One thing I've noticed while living in Puerto Rico is just how bad the news is in reporting what is actually the case. I don't even bother to read or watch anything mainstream, so I'm talking about more conservative sites as well.
Vox Day talks about how the Official Story is never true and that the news always gets it wrong. Here are some recent examples.
In the most recent Earthquakes in Puerto Rico, power was restored to much of the island by the same night. I have not observed much damage myself around the island, but that's because the most populated areas are on the opposite side of the epicenter. So I was a little confused when I read this:
The nightmarish earthquake swarm that has been rattling Puerto Rico since last month continues to make headlines all over the world. Homes, businesses, schools, hospitals and historic structures all over the main island of Puerto Rico have crumbled, and many residents are deeply afraid of using many of the buildings that remain standing because they are afraid that they could literally collapse at any moment."All over the main island"? That's not what I see. I could understand if they said close to the epicenter. Puerto Rico is pretty big. I certainly felt the earthquakes but nothing has even been knocked off any of my shelves in my house.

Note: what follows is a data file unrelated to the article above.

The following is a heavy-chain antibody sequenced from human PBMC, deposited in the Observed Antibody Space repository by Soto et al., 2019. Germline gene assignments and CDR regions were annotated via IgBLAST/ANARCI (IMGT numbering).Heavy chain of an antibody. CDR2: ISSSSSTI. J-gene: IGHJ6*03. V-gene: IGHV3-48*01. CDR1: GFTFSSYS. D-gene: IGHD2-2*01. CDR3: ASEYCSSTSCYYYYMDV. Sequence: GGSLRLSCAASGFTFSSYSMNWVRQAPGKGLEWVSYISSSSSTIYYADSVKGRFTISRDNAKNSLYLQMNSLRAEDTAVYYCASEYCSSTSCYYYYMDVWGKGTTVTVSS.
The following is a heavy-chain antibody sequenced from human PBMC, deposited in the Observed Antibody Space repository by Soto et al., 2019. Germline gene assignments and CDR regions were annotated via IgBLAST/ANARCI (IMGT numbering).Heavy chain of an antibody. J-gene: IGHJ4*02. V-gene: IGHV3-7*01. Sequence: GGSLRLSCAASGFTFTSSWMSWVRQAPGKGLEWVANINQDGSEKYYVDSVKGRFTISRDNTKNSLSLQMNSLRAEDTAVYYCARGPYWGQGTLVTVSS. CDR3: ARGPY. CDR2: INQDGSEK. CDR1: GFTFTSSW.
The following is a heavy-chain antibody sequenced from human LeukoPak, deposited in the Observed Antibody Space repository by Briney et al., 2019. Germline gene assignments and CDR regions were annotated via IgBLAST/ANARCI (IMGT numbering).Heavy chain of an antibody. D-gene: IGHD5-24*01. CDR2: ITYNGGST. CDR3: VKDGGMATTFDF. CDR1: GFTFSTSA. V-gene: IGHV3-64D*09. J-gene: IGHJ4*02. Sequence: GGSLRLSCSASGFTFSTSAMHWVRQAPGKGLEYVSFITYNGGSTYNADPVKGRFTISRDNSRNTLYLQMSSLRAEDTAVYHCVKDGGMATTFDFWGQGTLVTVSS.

There was another instance where the day after they voted to impeach Trump, a bunch of Democrats, mainly from New York, wrote to the White House a letter wanting to investigate the tax incentives Puerto Rico is offering. Considering the timing, I'm sure their letter went something like this:
Jose Serrano (Member of the U.S. House of Representatives from New York's 15th congressional district)
Nydia Velazquez ( U.S. House of Representatives from New York's 7th district)
Raul Grijalva (U.S. House of Representatives from Arizona's 3rd district, Democrat)
It's only worth mentioning to laugh at them. Unfortunately, I wasted time reading various articles on it and will probably continue and do so. None of the articles I read mentioned the timing of the letter in comparison to the Articles of Impeachment vote.
I'm invested in Puerto Rico at this point, so I'll still have to wade through the garbage of mainland reporters trying to report on things in Puerto Rico when they can't even speak or read Spanish (only 20% of the population can speak English "very well.")